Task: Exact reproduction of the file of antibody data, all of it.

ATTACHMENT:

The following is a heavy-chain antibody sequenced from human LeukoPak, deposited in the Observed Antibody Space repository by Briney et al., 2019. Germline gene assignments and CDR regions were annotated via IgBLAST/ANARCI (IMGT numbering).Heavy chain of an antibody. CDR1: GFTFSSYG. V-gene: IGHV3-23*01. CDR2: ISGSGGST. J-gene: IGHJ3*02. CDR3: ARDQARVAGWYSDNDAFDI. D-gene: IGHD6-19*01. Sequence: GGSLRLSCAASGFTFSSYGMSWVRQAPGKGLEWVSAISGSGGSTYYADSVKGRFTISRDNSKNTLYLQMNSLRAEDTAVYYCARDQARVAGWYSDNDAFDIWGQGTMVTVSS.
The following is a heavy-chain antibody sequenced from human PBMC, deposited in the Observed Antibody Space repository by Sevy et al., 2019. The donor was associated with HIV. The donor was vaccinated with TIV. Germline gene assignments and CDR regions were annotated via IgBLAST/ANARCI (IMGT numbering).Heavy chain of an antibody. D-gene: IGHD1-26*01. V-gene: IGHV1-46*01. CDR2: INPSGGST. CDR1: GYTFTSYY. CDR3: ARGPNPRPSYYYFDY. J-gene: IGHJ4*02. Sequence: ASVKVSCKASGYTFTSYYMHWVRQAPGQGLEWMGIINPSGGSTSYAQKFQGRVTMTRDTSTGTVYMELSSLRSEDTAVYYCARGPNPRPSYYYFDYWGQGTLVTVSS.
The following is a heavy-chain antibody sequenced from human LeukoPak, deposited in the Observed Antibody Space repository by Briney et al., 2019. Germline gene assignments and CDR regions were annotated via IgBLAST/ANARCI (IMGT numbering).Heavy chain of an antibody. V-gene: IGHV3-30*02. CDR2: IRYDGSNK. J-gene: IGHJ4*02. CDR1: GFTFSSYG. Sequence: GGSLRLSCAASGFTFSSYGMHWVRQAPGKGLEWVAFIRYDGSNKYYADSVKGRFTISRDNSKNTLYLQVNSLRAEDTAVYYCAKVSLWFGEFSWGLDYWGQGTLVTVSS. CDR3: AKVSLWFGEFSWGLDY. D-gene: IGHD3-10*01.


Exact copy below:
The following is a heavy-chain antibody sequenced from human LeukoPak, deposited in the Observed Antibody Space repository by Briney et al., 2019. Germline gene assignments and CDR regions were annotated via IgBLAST/ANARCI (IMGT numbering).Heavy chain of an antibody. CDR1: GFTFSSYG. V-gene: IGHV3-23*01. CDR2: ISGSGGST. J-gene: IGHJ3*02. CDR3: ARDQARVAGWYSDNDAFDI. D-gene: IGHD6-19*01. Sequence: GGSLRLSCAASGFTFSSYGMSWVRQAPGKGLEWVSAISGSGGSTYYADSVKGRFTISRDNSKNTLYLQMNSLRAEDTAVYYCARDQARVAGWYSDNDAFDIWGQGTMVTVSS.
The following is a heavy-chain antibody sequenced from human PBMC, deposited in the Observed Antibody Space repository by Sevy et al., 2019. The donor was associated with HIV. The donor was vaccinated with TIV. Germline gene assignments and CDR regions were annotated via IgBLAST/ANARCI (IMGT numbering).Heavy chain of an antibody. D-gene: IGHD1-26*01. V-gene: IGHV1-46*01. CDR2: INPSGGST. CDR1: GYTFTSYY. CDR3: ARGPNPRPSYYYFDY. J-gene: IGHJ4*02. Sequence: ASVKVSCKASGYTFTSYYMHWVRQAPGQGLEWMGIINPSGGSTSYAQKFQGRVTMTRDTSTGTVYMELSSLRSEDTAVYYCARGPNPRPSYYYFDYWGQGTLVTVSS.
The following is a heavy-chain antibody sequenced from human LeukoPak, deposited in the Observed Antibody Space repository by Briney et al., 2019. Germline gene assignments and CDR regions were annotated via IgBLAST/ANARCI (IMGT numbering).Heavy chain of an antibody. V-gene: IGHV3-30*02. CDR2: IRYDGSNK. J-gene: IGHJ4*02. CDR1: GFTFSSYG. Sequence: GGSLRLSCAASGFTFSSYGMHWVRQAPGKGLEWVAFIRYDGSNKYYADSVKGRFTISRDNSKNTLYLQVNSLRAEDTAVYYCAKVSLWFGEFSWGLDYWGQGTLVTVSS. CDR3: AKVSLWFGEFSWGLDY. D-gene: IGHD3-10*01.